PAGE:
Posts Tagged 'Copyright'

Advocacy Alert! Contact Senators TODAY about the Copyright Office

Please contact Senators Cardin and Van Hollen today asking them to oppose S. 1010, which is scheduled for a vote on Wed by the Senate Committee on Rules and Administration. Neither Senator serves on this committee, but their opposition is needed.

More information from the American Library Association Washington Office:

With fewer than two weeks left in this congressional session, we face serious threats on the U.S. Copyright Office and Library of Congress.

On Wednesday, December 12, the Register of Copyrights Selection and Accountability Act (S. 1010), a Senate companion to the already-passed House bill (H.R. 1695) will be voted on by the Senate Rules and Administration Committee, in spite of strong opposition by ALA and others in the library community. There is intense industry pressure to pass this legislation in the lame duck session, even though this would take authority away Dr. Hayden and give it to the President.

ALA strongly opposes this bill. We urge you to contact your U.S. Senators now to express your personal opposition and ask them to vote against it.

We must keep Congress from undermining Dr. Hayden and her leadership. Make your voice heard for the Library of Congress and libraries everywhere–for Dr. Hayden, a past-president of ALA.

Thanks in advance for your advocacy efforts!

 

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Participate in Copyright Law Tweetchat on Jan. 7th

k12copylaw_tweetchat_FINAL

Can you legally photocopy pages from that textbook? Can students legally remix music for school assignments? What does fair use mean, and how can it be applied in the school library or classroom? If you are a school librarian or educator who is confused by copyright law, you’re not alone. School principals, superintendents, educators and librarians have specific questions about copyright law but often find themselves without guidance on the subject.

On January 7, 2014, from 6:00-7:00p.m. EST, school leaders will have the opportunity to have their questions answered during an interactive tweetchat with copyright expert and bestselling author Carrie Russell. Participants can submit questions and take part in the free tweetchat by using the #k12copylaw hashtag.

For more information, please see the District Dispatch post.

Copyright Workshop for School Librarians

Carrie Russell from the American Library Association (ALA) Washington Office will offer an online workshop entitled “Copyright for K-12 Librarians and Educators” on Thursday, April 11th from 2:30-4pm. The workshop description states that it will offer guidance on ways to legally provide materials to students by exploring common scenarios encountered by school educators and librarians and is based on her book by the same title. Registration is through the ALA Store. This is not a free workshop. See the registration page of individual and group rates.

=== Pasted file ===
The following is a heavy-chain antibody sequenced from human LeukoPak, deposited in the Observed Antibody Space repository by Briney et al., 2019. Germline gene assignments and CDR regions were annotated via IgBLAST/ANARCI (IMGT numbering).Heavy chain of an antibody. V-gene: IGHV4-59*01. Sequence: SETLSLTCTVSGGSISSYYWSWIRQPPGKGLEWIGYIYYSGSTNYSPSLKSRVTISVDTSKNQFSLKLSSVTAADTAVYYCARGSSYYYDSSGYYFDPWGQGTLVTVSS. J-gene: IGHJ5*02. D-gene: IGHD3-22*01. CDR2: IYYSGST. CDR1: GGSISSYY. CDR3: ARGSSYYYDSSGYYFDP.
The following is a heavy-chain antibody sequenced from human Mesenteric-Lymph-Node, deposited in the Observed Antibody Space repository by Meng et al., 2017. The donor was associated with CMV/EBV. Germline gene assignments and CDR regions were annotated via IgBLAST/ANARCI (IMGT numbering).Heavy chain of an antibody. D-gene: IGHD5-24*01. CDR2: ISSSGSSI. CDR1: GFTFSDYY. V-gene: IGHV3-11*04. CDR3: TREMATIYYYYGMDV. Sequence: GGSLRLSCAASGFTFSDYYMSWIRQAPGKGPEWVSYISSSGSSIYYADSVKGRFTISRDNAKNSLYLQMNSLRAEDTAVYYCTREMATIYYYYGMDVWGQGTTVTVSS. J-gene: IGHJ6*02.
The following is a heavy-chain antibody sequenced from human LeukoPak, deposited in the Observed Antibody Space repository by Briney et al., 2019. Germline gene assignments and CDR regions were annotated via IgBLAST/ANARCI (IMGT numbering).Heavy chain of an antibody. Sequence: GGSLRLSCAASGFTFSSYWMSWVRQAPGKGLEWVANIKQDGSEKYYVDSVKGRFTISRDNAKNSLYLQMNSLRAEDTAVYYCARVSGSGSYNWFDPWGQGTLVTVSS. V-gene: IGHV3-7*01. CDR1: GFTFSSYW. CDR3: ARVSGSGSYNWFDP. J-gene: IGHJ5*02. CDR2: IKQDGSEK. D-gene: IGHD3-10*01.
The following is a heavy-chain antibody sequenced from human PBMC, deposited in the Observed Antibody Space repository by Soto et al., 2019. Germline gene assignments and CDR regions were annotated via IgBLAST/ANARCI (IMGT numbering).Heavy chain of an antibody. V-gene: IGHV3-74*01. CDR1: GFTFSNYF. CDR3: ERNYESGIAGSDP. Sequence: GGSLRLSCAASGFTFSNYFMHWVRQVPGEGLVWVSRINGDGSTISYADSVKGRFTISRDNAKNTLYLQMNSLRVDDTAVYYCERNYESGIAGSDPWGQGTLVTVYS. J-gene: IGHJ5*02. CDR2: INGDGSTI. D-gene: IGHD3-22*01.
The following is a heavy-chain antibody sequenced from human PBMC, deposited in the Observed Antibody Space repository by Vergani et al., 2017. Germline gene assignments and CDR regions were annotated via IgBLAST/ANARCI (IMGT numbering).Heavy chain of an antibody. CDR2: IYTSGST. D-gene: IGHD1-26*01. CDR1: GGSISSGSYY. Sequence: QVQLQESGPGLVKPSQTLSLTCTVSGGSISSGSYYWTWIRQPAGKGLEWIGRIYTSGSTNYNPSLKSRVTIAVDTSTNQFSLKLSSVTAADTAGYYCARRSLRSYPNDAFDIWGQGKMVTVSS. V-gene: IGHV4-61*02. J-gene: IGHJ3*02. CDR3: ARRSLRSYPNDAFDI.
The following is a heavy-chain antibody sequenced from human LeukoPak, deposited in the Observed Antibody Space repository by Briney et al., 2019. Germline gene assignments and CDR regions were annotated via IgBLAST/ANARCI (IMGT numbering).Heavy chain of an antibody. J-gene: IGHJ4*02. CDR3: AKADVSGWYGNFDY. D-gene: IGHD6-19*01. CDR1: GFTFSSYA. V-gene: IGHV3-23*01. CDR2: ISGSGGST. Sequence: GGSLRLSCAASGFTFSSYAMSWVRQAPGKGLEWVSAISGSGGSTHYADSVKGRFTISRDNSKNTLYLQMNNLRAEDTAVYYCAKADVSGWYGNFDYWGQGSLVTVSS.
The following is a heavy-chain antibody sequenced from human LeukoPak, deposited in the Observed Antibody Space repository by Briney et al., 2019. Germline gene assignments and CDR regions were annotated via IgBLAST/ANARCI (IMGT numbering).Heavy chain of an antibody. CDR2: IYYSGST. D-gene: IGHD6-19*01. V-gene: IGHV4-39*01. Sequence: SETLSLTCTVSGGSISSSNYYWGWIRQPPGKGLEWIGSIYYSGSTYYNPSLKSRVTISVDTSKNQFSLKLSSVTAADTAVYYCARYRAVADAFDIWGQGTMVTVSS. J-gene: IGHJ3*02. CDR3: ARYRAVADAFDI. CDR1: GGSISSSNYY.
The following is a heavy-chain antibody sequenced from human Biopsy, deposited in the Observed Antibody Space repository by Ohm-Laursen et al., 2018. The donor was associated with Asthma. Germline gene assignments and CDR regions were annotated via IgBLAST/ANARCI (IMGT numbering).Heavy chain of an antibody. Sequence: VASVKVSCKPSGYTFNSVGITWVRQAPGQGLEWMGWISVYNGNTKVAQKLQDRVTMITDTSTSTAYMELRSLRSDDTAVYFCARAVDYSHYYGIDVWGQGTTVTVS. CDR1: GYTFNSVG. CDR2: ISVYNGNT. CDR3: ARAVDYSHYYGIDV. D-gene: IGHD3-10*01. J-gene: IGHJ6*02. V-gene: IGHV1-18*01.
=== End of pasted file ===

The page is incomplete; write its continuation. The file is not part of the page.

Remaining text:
Revised Federal Issue Briefs available

The 112th session of Congress will begin on Wednesday, January 5th.  The American Library Association (ALA) has revised the Issue Briefs that provide information on key federal issues that impact libraries.  (These are the same types of briefs that are used for National Library Legislative Day, an annual advocacy event.)  The topics covered are:

  • Access
  • Appropriations for Libraries
  • Broadband & Telecommunications
  • Copyright
  • Government Services & Information
  • How to Use the Washington Office Online
  • Library Services & Technology Act (LSTA)
  • School Libraries
  • Surveillance & Privacy

 

Court ruling may threaten libraries’ lending rights

A recent court ruling on copyright infringement in the business world may have impact on libraries’ ability to lend books because of its interpretation of the “first-sale doctrine” exception.  The Library Copyright Alliance (LCA) has filed an amicus curiae brief to voice its concerns.  For more information, go to the District Dispatch posting.  It includes a link to the amicus curiae brief and an announcement from LCA, which provides a more detailed explanation of the concerns.

New copyright regulations for college campuses

According to the District Dispatch:

“Starting July 1, new copyright regulations will apply to colleges that participate in federal student aid programs. The regulations implement provisions of the Higher Education Opportunity Act of 2008 (HEOA) relating to copyright infringement on campus networks.”

For more information, including a summary of requirements, some guidance for colleges, as well as some of ALA’s concerns, please see the District Dispatch posting.


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